Academic journal article Canadian Ethnic Studies Journal

Sharing the Wealth, Spreading the "Burden"? the Settlement of Kosovar Refugees in Smaller British Columbia Cities

Academic journal article Canadian Ethnic Studies Journal

Sharing the Wealth, Spreading the "Burden"? the Settlement of Kosovar Refugees in Smaller British Columbia Cities

Article excerpt

ABSTRACT/RESUME

Since World War II, immigration to Canada has predominantly been an urban phenomenon. In the 1990s, 73 percent of all newcomers to Canada settled within three Census Metropolitan Areas: Toronto, Montreal, and Vancouver. The federal government is interested in spreading this immigrant population around to include smaller cities, potentially through policies of dispersed settlement, or regionalization. The research presented here examines an experiment in which one group of government-assisted refugees were settled in small- and medium-sized cities in British Columbia. In May 1999, 905 Kosovar refugees arrived in British Columbia as part of the United Nations High Commissioner for Refugees (UNHCR) humanitarian evacuation from camps in Macedonia. The settlement of the Kosovars is an exceptional case in the context of British Columbia, as it was the first time a large number of government-assisted refugees had been "dispersed" to cities outside the Lower Mainland. Drawing on forty-two individual interviews and seven focus groups conducted between May 2002 and March 2003, this research analyzes the significance and characteristics of location in the settlement of refugees in large and smaller cities in British Columbia. The findings highlight the importance of employment prospects and the presence of family as major factors influencing the success of settlement.

Depuis la Deuxieme Guerre mondiale, l'immigration au Canada est surtout un phenomene urbain. Dans les annees 1990, 73 pourcent de tous les nouveaux arrivants au Canada se sont etablis dans une des trois regions metropolitaines de recensement (RMR) :Toronto, Montreal, et Vancouver. Le gouvernement federal cherche a encourager la redistribution geographique de cette population d'immigrants aux centres urbains de petite et moyenne envergure en elaborant des politiques de dispersion ou de regionalisation. Cette etude presente une experience ou un groupe de refugies parraines par le gouvernement se sont etablis dans des petites et moyennes villes en Colombie Britannique. En mai 1999, 905 refugies kosovars sont arrives en Colombie Britannique en provenance des camps de Macedoine, dans le cadre du programme d'evacuation des refugies du Haut Commissariat des Nations Unies pour les refugies (HCR). L'etablissement de ces kosovars est un cas exceptionnel en Colombie Britannique, puisqu'il s'agit de la premiere fois qu'un grand nombre de refugies parraines par le gouvernement fut "disperse" dans des villes en dehors du Lower Mainland. Fondee sur quarante-deux entrevues individuelles et sept groupes de discussion tenus entre mai 2002 et mars 2003, cette recherche analyse les caracteristiques de repartition spatiale des refugies dans les petites et moyennes villes en Colombie Britannique ainsi que leur signification. Ces observations soulignent l'importance du role joue par les perspectives d'emploi et la presence de parents en tant que facteurs decisifs quant au succes de l'etablissement.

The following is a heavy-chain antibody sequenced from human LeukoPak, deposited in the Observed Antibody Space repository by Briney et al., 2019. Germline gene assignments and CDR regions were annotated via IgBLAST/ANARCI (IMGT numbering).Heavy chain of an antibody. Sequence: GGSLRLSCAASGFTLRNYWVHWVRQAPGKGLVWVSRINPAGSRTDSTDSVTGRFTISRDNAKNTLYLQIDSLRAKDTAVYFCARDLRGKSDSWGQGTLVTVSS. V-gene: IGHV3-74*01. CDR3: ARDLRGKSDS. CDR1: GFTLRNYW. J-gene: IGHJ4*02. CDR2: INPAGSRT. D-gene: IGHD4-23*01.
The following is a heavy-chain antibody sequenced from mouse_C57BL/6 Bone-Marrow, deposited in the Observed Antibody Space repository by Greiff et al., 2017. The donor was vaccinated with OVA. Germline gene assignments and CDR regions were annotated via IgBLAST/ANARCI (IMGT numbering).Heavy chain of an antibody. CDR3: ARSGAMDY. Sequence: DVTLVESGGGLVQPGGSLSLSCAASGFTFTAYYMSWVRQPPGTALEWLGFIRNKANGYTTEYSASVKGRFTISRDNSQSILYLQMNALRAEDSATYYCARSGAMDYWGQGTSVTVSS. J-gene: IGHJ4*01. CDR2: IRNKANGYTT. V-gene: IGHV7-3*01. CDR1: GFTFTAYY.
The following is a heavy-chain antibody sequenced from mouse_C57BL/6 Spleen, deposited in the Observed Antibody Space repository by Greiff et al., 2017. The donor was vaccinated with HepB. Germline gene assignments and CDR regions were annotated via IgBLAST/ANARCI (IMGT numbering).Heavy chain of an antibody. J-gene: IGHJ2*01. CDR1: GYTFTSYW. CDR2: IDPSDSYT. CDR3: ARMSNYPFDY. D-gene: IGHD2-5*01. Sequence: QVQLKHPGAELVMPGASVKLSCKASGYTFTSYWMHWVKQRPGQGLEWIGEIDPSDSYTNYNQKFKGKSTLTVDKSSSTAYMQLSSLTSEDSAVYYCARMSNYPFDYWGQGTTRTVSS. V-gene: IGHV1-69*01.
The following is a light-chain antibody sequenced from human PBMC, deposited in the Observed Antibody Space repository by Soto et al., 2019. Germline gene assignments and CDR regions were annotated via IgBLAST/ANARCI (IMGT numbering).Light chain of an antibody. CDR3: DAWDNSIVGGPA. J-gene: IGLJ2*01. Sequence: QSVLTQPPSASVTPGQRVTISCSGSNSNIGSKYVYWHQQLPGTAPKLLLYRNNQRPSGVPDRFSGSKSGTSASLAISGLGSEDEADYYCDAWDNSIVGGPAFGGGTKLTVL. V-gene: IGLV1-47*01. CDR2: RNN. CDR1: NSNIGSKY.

INTRODUCTION

As Canada's largest cities grow, many small- and medium-sized cities witness declining populations (Bollman 2000). Swift Current, Saskatchewan--a place that calls itself the "Open Door City"--has had fifteen years of zero population growth and wants to attract newcomers, including immigrants, to rejuvenate the economy (Globe and Mail 2003). An organization of local business owners in Swift Current was not happy, then, to hear that the city's population was anything but open to outsiders and tolerant of difference, a finding that emerged from a consultant's report commissioned by the City of Swift Current. The idea of immigrant settlement in such cities is alluring, yet certain conditions must be met if newcomers are to stay.

The federal policy of "regionalization," or immigrant dispersion, to small- and medium-sized cities outside the three major Census Metropolitan Areas (CMAs: Montreal, Toronto, and Vancouver) has been discussed for some time (CIC 2001a, 2001b). …

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